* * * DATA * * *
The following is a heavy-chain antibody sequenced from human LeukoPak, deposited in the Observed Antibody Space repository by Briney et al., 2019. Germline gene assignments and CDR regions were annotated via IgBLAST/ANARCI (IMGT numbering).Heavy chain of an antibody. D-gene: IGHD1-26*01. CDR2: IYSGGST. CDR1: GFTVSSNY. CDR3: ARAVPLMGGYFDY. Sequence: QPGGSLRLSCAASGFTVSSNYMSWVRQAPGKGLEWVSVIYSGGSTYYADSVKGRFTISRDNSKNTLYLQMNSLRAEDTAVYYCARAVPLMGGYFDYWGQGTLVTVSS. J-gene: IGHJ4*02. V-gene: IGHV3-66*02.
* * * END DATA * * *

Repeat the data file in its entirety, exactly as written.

The following is a heavy-chain antibody sequenced from human LeukoPak, deposited in the Observed Antibody Space repository by Briney et al., 2019. Germline gene assignments and CDR regions were annotated via IgBLAST/ANARCI (IMGT numbering).Heavy chain of an antibody. D-gene: IGHD1-26*01. CDR2: IYSGGST. CDR1: GFTVSSNY. CDR3: ARAVPLMGGYFDY. Sequence: QPGGSLRLSCAASGFTVSSNYMSWVRQAPGKGLEWVSVIYSGGSTYYADSVKGRFTISRDNSKNTLYLQMNSLRAEDTAVYYCARAVPLMGGYFDYWGQGTLVTVSS. J-gene: IGHJ4*02. V-gene: IGHV3-66*02.